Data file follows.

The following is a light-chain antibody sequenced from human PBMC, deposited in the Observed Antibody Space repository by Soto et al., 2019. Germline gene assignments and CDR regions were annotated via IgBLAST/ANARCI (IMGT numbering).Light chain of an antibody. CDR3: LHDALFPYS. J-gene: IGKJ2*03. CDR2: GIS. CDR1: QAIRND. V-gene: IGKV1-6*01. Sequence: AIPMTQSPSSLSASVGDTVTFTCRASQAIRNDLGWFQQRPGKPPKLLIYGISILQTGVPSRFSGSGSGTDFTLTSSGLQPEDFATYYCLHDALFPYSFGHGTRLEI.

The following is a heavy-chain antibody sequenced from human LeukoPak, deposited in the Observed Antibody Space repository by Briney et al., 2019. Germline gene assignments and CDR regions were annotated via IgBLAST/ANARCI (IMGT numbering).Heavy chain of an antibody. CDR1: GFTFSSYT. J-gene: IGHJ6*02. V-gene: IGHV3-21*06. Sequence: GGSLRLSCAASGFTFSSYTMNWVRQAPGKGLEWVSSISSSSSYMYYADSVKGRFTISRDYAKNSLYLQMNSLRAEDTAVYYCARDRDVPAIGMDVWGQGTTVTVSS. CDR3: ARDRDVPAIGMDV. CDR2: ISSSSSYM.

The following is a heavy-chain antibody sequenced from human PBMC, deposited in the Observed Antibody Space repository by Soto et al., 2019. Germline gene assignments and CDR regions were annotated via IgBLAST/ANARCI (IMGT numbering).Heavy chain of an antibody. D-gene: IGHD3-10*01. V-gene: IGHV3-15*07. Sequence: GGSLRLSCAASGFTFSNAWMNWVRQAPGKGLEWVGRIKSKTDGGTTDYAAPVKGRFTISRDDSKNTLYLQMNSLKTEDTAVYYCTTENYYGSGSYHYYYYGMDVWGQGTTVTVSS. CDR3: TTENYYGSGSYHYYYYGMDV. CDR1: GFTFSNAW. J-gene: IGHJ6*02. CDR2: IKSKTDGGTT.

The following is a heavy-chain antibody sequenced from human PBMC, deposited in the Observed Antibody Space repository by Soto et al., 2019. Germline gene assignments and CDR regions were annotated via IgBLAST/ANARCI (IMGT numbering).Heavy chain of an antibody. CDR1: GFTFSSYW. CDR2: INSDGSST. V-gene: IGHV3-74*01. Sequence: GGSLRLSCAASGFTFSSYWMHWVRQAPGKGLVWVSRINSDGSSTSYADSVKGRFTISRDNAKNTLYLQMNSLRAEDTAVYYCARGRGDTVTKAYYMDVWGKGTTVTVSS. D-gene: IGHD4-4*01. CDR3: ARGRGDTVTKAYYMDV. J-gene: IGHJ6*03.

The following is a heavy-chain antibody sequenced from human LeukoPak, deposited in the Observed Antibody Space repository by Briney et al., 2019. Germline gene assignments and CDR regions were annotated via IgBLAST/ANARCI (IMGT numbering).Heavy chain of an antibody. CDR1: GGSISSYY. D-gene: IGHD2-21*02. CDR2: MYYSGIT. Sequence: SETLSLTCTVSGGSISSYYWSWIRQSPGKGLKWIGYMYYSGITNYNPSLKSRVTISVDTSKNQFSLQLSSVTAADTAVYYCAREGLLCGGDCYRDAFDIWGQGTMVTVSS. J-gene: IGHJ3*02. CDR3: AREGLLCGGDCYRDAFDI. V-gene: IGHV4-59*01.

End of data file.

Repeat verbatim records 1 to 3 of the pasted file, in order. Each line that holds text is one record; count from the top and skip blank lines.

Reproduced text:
The following is a light-chain antibody sequenced from human PBMC, deposited in the Observed Antibody Space repository by Soto et al., 2019. Germline gene assignments and CDR regions were annotated via IgBLAST/ANARCI (IMGT numbering).Light chain of an antibody. CDR3: LHDALFPYS. J-gene: IGKJ2*03. CDR2: GIS. CDR1: QAIRND. V-gene: IGKV1-6*01. Sequence: AIPMTQSPSSLSASVGDTVTFTCRASQAIRNDLGWFQQRPGKPPKLLIYGISILQTGVPSRFSGSGSGTDFTLTSSGLQPEDFATYYCLHDALFPYSFGHGTRLEI.

The following is a heavy-chain antibody sequenced from human LeukoPak, deposited in the Observed Antibody Space repository by Briney et al., 2019. Germline gene assignments and CDR regions were annotated via IgBLAST/ANARCI (IMGT numbering).Heavy chain of an antibody. CDR1: GFTFSSYT. J-gene: IGHJ6*02. V-gene: IGHV3-21*06. Sequence: GGSLRLSCAASGFTFSSYTMNWVRQAPGKGLEWVSSISSSSSYMYYADSVKGRFTISRDYAKNSLYLQMNSLRAEDTAVYYCARDRDVPAIGMDVWGQGTTVTVSS. CDR3: ARDRDVPAIGMDV. CDR2: ISSSSSYM.

The following is a heavy-chain antibody sequenced from human PBMC, deposited in the Observed Antibody Space repository by Soto et al., 2019. Germline gene assignments and CDR regions were annotated via IgBLAST/ANARCI (IMGT numbering).Heavy chain of an antibody. D-gene: IGHD3-10*01. V-gene: IGHV3-15*07. Sequence: GGSLRLSCAASGFTFSNAWMNWVRQAPGKGLEWVGRIKSKTDGGTTDYAAPVKGRFTISRDDSKNTLYLQMNSLKTEDTAVYYCTTENYYGSGSYHYYYYGMDVWGQGTTVTVSS. CDR3: TTENYYGSGSYHYYYYGMDV. CDR1: GFTFSNAW. J-gene: IGHJ6*02. CDR2: IKSKTDGGTT.